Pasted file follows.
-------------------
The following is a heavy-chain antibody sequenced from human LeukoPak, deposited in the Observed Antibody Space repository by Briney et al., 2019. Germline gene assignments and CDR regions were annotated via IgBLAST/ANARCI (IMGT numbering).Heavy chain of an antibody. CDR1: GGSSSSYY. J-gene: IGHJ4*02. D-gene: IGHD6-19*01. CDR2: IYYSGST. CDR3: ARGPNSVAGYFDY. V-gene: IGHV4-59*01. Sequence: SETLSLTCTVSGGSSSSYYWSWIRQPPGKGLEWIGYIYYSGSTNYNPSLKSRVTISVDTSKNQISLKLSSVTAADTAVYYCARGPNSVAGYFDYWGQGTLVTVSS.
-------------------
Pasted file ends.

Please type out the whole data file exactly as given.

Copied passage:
The following is a heavy-chain antibody sequenced from human LeukoPak, deposited in the Observed Antibody Space repository by Briney et al., 2019. Germline gene assignments and CDR regions were annotated via IgBLAST/ANARCI (IMGT numbering).Heavy chain of an antibody. CDR1: GGSSSSYY. J-gene: IGHJ4*02. D-gene: IGHD6-19*01. CDR2: IYYSGST. CDR3: ARGPNSVAGYFDY. V-gene: IGHV4-59*01. Sequence: SETLSLTCTVSGGSSSSYYWSWIRQPPGKGLEWIGYIYYSGSTNYNPSLKSRVTISVDTSKNQISLKLSSVTAADTAVYYCARGPNSVAGYFDYWGQGTLVTVSS.